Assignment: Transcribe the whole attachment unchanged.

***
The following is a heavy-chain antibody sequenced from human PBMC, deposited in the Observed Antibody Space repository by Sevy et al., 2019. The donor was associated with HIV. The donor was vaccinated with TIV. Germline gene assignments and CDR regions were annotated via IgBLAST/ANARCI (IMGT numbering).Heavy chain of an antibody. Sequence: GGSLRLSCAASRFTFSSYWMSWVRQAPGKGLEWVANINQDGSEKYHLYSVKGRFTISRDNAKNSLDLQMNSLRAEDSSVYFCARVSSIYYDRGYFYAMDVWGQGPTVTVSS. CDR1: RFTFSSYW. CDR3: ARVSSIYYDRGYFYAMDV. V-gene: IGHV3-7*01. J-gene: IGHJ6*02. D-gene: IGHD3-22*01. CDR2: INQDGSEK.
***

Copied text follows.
The following is a heavy-chain antibody sequenced from human PBMC, deposited in the Observed Antibody Space repository by Sevy et al., 2019. The donor was associated with HIV. The donor was vaccinated with TIV. Germline gene assignments and CDR regions were annotated via IgBLAST/ANARCI (IMGT numbering).Heavy chain of an antibody. Sequence: GGSLRLSCAASRFTFSSYWMSWVRQAPGKGLEWVANINQDGSEKYHLYSVKGRFTISRDNAKNSLDLQMNSLRAEDSSVYFCARVSSIYYDRGYFYAMDVWGQGPTVTVSS. CDR1: RFTFSSYW. CDR3: ARVSSIYYDRGYFYAMDV. V-gene: IGHV3-7*01. J-gene: IGHJ6*02. D-gene: IGHD3-22*01. CDR2: INQDGSEK.